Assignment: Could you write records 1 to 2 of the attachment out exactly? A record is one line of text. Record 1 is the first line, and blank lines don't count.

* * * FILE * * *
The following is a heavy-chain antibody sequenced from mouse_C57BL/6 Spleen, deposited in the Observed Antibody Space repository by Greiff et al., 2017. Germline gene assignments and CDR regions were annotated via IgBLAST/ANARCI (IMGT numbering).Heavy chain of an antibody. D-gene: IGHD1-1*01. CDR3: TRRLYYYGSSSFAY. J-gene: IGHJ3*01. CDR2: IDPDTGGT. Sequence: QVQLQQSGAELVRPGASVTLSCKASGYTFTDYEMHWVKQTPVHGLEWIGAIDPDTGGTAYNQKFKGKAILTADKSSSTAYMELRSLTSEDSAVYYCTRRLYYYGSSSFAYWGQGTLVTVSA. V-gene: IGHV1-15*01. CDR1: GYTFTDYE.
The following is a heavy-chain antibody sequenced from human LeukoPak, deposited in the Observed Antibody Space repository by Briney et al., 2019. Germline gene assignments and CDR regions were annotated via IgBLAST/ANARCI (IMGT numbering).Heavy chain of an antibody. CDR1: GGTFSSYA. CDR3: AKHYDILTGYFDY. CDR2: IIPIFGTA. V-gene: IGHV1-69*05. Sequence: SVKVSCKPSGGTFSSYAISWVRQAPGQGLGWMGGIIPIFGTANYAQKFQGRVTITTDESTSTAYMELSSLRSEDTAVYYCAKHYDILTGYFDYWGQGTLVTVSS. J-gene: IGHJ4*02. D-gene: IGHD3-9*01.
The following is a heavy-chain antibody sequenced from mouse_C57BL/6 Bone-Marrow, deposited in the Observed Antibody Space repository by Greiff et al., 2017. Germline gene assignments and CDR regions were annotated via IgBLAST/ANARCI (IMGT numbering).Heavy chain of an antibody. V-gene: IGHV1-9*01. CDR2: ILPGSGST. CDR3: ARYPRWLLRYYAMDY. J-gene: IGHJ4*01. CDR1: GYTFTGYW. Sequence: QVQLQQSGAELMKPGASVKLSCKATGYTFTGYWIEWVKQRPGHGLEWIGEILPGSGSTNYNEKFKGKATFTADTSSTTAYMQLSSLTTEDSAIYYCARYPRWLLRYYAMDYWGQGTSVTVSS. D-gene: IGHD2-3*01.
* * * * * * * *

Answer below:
The following is a heavy-chain antibody sequenced from mouse_C57BL/6 Spleen, deposited in the Observed Antibody Space repository by Greiff et al., 2017. Germline gene assignments and CDR regions were annotated via IgBLAST/ANARCI (IMGT numbering).Heavy chain of an antibody. D-gene: IGHD1-1*01. CDR3: TRRLYYYGSSSFAY. J-gene: IGHJ3*01. CDR2: IDPDTGGT. Sequence: QVQLQQSGAELVRPGASVTLSCKASGYTFTDYEMHWVKQTPVHGLEWIGAIDPDTGGTAYNQKFKGKAILTADKSSSTAYMELRSLTSEDSAVYYCTRRLYYYGSSSFAYWGQGTLVTVSA. V-gene: IGHV1-15*01. CDR1: GYTFTDYE.
The following is a heavy-chain antibody sequenced from human LeukoPak, deposited in the Observed Antibody Space repository by Briney et al., 2019. Germline gene assignments and CDR regions were annotated via IgBLAST/ANARCI (IMGT numbering).Heavy chain of an antibody. CDR1: GGTFSSYA. CDR3: AKHYDILTGYFDY. CDR2: IIPIFGTA. V-gene: IGHV1-69*05. Sequence: SVKVSCKPSGGTFSSYAISWVRQAPGQGLGWMGGIIPIFGTANYAQKFQGRVTITTDESTSTAYMELSSLRSEDTAVYYCAKHYDILTGYFDYWGQGTLVTVSS. J-gene: IGHJ4*02. D-gene: IGHD3-9*01.